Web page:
Kevin Purdy: Illumination
- Kevin Purdy is a stellar muso, producer, composer, arranger and many other things besides. I've been following him and the scintillating trail of psych, prog, kraut, folk, pop ambience that leaks woozily into his wake for a while now, but to read over his long and storied bio I still feel like a big ignoramus. Since the '90s (which is now, officially, a long time ago), Kev's been laying down stuff as variously, Tooth, Purdy and Kevin Purdy and with every new thing he does, the Australian music media have followed close behind with celebratory fanfares and plaudits, yelling to anyone who will listen, this gear is awesome, get a faceful of it. I don't think any of it sticks, though. Were I to walk down the street and ask the next ten people I meet 'who the heck is Kevin Purdy?', I think I'd be met with a lot of not knowing. If any record was ever going to shoot the Purdy brand into the shiny light of stardom, it should have been 2010's Deviant Nature. Years in the making, because it involved an orchestra sized collection of folks to create, it was every bit a psych-folk-rock-pop masterpiece that blew the socks off everyone who got to hear it. Still, no ARIA that year. That being the case, Kevin Purdy's latest work, Illumination, is, I'm sad to say, extraordinarily unlikely to change Kev's situation. Working as Kevin Purdy this time round, he's said goodbye to the small army who helped on Deviant Nature and leaned back into some seriously relaxing ambience. Ever since Eno coined the term, there's been very few breakout hits busting out of the ambient genre, but those of you who give Kevin Purdy's Illumination a go will find yourselves well compensated for your time. At it's best ambient, as in other musical styles that work with seemingly limited pallettes, is all about employing musical resources subtley and strategically to produce clever, often unexpected effects. Using, nearly exclusively, just guitar and synthesiser (with just a few samples and the rarest vocal) to produce great sheets of sound, the results are exceptionally nuanced. The five, long-form pieces that make up llumination are all based on themes of landscape and the environment, which the music evokes majestically. Very majestically, really, I caught myself being reminded, just once or twice, for instance on the track Heat Of The Morning Earth, of the very best work that ol' cheese-meister Vangelis did on the soundtrack to Bladerunner; it doesn't get much more majestic than that, does it? I'd've loved to have played that track on the radio, but, well, nearly eight minutes there. If there was to be a radio-sized slice off this record it would be the track, Mountains Dreaming. It breaks from the pattern of the record by featuring more samples than the rest of this combined, but that's still not that many, really. Reverb laced drums and samples of buzzing sitars, drunkenly, boistrously bleeping machines or an occasional blast of sax haunt a soundscape that sounds as wide as the sky and the quietly moaning vocal in the background, which I believe comes courtesy of Amanda Stewart, is exquisite. There's much more to enjoy, in the warm guitar distortion of First Light Through Mist, or the enveloping peace of Here Above, In Silence or the unsettled mutterings and dissonant crunches of noise that inhabit what sounds like a disturbing train journey in the epic Cloud Shadows On A Hill.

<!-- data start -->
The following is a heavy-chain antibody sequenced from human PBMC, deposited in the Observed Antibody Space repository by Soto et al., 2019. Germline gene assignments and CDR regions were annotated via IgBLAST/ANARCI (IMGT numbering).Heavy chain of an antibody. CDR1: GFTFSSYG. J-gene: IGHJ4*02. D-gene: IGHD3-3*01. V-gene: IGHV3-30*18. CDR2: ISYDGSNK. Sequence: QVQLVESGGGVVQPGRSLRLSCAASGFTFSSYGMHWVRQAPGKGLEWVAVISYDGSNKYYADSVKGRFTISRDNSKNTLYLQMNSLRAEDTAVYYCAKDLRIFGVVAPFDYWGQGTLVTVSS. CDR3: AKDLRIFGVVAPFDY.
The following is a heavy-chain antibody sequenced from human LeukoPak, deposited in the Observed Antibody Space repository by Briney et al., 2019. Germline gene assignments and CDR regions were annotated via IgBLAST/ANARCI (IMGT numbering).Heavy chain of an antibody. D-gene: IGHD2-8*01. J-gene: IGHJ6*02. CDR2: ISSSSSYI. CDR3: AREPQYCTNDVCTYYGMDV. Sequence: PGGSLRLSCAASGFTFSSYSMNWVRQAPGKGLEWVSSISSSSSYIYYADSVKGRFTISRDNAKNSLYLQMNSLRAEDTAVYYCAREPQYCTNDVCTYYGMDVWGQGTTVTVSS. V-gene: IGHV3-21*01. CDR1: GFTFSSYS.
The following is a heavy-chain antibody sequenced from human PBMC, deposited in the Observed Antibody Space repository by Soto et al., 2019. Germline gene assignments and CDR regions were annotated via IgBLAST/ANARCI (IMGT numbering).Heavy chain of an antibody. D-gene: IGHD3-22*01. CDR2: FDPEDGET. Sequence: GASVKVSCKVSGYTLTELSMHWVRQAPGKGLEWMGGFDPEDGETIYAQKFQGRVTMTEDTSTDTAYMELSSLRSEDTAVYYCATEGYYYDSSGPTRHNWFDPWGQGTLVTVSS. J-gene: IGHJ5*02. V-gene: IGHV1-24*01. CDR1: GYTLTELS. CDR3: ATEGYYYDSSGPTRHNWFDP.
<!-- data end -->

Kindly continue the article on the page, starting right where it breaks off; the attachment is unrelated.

I had a good time with Kevin Purdy's Illumination. Like I said, ambient music being what it is and Kevin Purdy being who he is, I don't expect to see this on too many end-of-year-best lists, but I will be thinking of it, I am certain, for some time to come.
- Chris Cobcroft.